Why is it that some homes sit on the market for a year while others sell like hot cakes? Frustrated sellers will blame a bad market, while a good real estate professional will tell you that many times, a slow sale is often attributed to the listing price.
If a home is overpriced, buyers will stay away. But, if the price is competitive with similar homes in the area and “shows” better than the competition, it will have a better chance of being sold quickly.
The secret is perfecting a technique that’s as American as apple pie: comparative shopping.
Although comparing houses with different styles, square-footages and locations is challenging, real estate professionals still feel it’s one of the best methods to use when determining a home’s market value.
A responsible real estate agent will effectively evaluate a home’s worth through a process known as Comparative Market Analysis (CMA). Taking a look at assets, such as a swimming pool, bigger than normal living spaces, a fantastic view, adjacent city parks and other attractions, the agent will begin to compare your home with similar properties, called “comparables,” that have sold in the area within the last six months. Typically, it is a realistic price range that will ensure you top dollar and a reasonably quick sale.
However, factors such as the amount of time needed to sell your home can affect the agent’s price recommendation dramatically.
I can determine the typical duration that listings are on the market and can explain that the marketing “norms” vary with prices and properties. Based on this criteria, we will be able to sell your house for a price that both you and the buyer will be happy with. However, if you’re under time constraints because of unexpected job changes or moving agreements you’ve made on another property, this will narrow your chances of selling the home for top dollar in the market.
Assuming you have sufficient time to market the home, here are a few small steps you and your agent can take to finding the right price for your property.
The best comparisons can be made with similar homes that have been sold within the last 45 days as opposed to the standard six months. Any longer, and other factors, such as the economy, could cloud your view of how much your home is really worth.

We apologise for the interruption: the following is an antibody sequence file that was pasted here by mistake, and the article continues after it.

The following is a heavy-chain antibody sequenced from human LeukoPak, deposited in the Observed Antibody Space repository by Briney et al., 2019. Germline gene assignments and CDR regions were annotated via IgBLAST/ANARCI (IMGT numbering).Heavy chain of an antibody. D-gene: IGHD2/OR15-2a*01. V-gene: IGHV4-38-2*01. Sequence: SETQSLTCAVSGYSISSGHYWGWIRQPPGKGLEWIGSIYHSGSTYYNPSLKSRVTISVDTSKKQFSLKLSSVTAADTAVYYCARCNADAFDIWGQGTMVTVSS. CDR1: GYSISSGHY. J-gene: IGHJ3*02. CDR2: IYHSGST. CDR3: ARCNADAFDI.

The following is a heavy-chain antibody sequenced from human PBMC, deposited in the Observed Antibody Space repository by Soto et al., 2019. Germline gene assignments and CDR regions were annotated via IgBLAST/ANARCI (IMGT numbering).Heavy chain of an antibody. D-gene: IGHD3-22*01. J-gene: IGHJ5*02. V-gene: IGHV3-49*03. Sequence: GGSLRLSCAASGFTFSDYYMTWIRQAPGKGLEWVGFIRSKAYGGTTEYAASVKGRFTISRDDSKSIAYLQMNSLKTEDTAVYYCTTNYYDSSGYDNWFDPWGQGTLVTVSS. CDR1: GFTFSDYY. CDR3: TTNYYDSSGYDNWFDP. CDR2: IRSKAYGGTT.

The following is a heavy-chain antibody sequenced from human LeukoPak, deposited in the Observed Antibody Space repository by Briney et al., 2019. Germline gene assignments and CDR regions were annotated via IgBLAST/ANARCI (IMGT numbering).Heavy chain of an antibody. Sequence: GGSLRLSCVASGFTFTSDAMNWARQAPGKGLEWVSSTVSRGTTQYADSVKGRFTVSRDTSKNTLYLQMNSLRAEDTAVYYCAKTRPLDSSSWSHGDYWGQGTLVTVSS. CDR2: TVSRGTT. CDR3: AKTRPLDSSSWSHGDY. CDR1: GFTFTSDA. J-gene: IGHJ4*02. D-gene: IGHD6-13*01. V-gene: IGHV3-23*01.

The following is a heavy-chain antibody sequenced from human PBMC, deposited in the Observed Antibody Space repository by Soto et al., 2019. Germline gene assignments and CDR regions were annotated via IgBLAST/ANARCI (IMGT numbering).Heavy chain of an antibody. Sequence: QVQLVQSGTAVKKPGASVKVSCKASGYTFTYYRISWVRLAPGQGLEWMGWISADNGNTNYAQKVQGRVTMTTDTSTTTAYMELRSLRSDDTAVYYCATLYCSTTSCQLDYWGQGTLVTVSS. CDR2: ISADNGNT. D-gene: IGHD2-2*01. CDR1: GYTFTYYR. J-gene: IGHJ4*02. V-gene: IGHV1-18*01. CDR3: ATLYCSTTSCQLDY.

Another good benchmark is to review the selling prices of homes that have just been sold and are pending closes. Most MLS services provide information on deals pending that most real estate agents should be able to share with you.
A good rule of thumb before setting a price is to make 20 comparisons of comparable properties within a one-mile radius of your house. Once completed you can feel comfortable that the price you’ve picked is a good gauge of the home’s worth and won’t discourage qualified buyers.
Being open and honest about what you see as the home’s greatest strengths and biggest weaknesses will also help your agent get a better feel for how to best evaluate (or assess) and market your home. Think of your home as if you were the buyer. If your home is listed at the right price, you’re well on your way to a speedy and fruitful sale.
Unless there are extenuating circumstances, such as your property’s being located in a high-risk, undesirable or unusual area, the listing price of your home will set the tone for your entire transaction.
That’s why my expertise and knowledge of your local marketplace is so helpful. I will gather statistics that quantify the prices of comparable homes in your neighborhood:
I will compare aspects of those homes against the unique features of yours. I will also analyze market conditions, the availability of mortgage funds, neighborhood reputation and characteristics, among other considerations, to create a Comparative Market Analysis (CMA). The CMA provides objective information that will enable us to make an educated, informed pricing decision designed to yield a speedy sale for the most advantageous price possible.
Philosophically speaking, put yourself in a potential buyer’s shoes when considering pricing. Buyers’ main considerations will be location, age of property, its condition and style and of course, price. Thinking objectively about these matters will help you and me determine a price based on fair market value — what your house is worth in the current market, not the amount you or your buyers would like it to be.